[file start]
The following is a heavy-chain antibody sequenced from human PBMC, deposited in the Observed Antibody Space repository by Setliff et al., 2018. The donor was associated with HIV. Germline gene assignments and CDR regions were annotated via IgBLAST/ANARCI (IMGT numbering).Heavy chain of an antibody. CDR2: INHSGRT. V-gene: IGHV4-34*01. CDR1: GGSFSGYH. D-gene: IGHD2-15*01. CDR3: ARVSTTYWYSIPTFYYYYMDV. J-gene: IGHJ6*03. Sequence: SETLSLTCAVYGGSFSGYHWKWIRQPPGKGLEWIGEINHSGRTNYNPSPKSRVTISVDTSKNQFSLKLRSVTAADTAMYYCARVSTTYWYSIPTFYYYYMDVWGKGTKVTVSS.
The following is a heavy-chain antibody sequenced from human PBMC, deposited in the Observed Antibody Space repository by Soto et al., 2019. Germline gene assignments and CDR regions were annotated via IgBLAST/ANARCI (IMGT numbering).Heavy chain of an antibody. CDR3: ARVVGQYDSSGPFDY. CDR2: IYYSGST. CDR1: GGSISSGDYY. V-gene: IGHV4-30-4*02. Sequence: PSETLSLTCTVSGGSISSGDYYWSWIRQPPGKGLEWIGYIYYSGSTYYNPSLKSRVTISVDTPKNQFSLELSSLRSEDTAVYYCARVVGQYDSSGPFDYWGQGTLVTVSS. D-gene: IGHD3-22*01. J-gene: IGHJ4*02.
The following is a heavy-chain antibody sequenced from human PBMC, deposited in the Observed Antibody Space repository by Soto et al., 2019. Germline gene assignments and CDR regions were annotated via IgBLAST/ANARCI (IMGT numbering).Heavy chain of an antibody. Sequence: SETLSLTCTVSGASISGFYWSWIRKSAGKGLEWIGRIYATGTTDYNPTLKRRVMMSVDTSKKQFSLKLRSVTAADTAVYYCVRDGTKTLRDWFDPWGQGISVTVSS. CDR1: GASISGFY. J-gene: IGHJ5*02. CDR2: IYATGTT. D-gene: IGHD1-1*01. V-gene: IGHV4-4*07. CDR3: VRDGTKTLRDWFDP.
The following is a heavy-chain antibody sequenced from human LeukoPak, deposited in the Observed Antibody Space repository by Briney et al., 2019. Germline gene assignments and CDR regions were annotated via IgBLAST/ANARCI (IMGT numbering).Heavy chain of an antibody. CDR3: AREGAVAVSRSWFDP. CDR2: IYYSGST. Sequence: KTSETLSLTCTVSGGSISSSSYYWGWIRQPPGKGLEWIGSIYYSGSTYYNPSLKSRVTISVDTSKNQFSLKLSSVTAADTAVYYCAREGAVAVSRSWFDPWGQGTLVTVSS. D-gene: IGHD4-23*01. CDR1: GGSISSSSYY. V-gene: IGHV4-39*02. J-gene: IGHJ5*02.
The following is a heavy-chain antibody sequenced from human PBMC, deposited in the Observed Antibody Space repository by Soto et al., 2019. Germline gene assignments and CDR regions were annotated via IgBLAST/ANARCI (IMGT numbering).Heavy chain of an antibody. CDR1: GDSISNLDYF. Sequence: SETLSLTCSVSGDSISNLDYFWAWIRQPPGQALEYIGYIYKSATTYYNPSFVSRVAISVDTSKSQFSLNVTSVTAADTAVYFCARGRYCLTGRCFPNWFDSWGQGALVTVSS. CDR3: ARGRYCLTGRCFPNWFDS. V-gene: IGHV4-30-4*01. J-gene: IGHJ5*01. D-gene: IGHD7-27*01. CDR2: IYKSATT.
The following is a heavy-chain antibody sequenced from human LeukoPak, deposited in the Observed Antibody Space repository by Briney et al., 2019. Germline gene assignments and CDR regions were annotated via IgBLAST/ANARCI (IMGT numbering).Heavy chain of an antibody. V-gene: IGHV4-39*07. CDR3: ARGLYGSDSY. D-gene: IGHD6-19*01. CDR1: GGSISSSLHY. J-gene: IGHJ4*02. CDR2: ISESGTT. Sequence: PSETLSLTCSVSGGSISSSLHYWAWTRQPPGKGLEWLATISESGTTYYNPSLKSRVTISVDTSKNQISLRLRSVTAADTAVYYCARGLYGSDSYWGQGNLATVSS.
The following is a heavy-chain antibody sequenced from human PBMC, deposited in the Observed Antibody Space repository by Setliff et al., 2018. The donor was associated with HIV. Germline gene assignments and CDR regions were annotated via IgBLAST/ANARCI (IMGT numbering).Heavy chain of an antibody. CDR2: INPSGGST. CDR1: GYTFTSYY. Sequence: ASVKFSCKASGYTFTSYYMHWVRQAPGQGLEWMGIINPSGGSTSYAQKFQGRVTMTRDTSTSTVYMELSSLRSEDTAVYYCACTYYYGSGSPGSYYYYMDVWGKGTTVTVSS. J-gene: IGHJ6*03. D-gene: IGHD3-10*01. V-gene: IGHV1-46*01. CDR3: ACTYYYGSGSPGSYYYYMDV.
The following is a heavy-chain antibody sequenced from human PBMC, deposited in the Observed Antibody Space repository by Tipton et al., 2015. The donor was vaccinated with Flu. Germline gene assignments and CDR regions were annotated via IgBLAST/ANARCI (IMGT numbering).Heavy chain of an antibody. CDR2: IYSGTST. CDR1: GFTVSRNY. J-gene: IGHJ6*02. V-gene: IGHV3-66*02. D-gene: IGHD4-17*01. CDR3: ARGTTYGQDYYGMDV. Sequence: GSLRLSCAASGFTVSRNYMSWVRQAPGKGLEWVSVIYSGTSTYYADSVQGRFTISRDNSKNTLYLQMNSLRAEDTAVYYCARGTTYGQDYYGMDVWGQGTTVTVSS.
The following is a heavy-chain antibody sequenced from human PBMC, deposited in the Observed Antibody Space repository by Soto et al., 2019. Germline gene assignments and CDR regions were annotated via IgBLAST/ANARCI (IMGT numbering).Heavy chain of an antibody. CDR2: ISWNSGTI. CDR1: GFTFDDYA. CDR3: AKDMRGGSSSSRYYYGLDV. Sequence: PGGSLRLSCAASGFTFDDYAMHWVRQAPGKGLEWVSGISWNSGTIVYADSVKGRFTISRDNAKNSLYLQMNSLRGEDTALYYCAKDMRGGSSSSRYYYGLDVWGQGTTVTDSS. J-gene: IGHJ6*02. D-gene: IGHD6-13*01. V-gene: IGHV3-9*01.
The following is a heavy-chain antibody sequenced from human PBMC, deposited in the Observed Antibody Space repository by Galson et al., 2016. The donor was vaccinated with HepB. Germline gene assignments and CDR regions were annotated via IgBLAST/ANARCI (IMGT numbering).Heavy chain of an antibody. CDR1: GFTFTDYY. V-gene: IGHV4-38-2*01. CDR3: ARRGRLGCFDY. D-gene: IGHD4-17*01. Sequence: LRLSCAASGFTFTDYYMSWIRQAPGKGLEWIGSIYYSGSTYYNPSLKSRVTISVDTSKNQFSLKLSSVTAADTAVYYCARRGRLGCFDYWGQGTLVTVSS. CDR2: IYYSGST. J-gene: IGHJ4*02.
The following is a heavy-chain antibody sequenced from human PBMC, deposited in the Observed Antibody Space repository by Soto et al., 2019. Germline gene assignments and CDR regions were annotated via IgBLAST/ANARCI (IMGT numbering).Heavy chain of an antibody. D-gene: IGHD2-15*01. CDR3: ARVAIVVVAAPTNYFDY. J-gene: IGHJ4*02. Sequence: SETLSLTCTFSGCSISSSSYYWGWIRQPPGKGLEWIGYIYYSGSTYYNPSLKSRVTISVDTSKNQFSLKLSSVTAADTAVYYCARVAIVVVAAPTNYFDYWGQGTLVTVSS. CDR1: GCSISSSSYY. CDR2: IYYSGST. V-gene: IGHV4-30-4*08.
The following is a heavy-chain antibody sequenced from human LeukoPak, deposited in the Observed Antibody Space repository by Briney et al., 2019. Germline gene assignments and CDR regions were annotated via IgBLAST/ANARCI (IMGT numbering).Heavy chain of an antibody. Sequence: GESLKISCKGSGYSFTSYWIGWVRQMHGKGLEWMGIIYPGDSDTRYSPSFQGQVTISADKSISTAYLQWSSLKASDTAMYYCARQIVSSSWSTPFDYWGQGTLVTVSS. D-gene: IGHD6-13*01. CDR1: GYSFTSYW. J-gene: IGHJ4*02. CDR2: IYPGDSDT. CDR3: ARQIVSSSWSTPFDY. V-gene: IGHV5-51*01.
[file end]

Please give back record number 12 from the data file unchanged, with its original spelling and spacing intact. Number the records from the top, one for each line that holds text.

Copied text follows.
The following is a heavy-chain antibody sequenced from human LeukoPak, deposited in the Observed Antibody Space repository by Briney et al., 2019. Germline gene assignments and CDR regions were annotated via IgBLAST/ANARCI (IMGT numbering).Heavy chain of an antibody. Sequence: GESLKISCKGSGYSFTSYWIGWVRQMHGKGLEWMGIIYPGDSDTRYSPSFQGQVTISADKSISTAYLQWSSLKASDTAMYYCARQIVSSSWSTPFDYWGQGTLVTVSS. D-gene: IGHD6-13*01. CDR1: GYSFTSYW. J-gene: IGHJ4*02. CDR2: IYPGDSDT. CDR3: ARQIVSSSWSTPFDY. V-gene: IGHV5-51*01.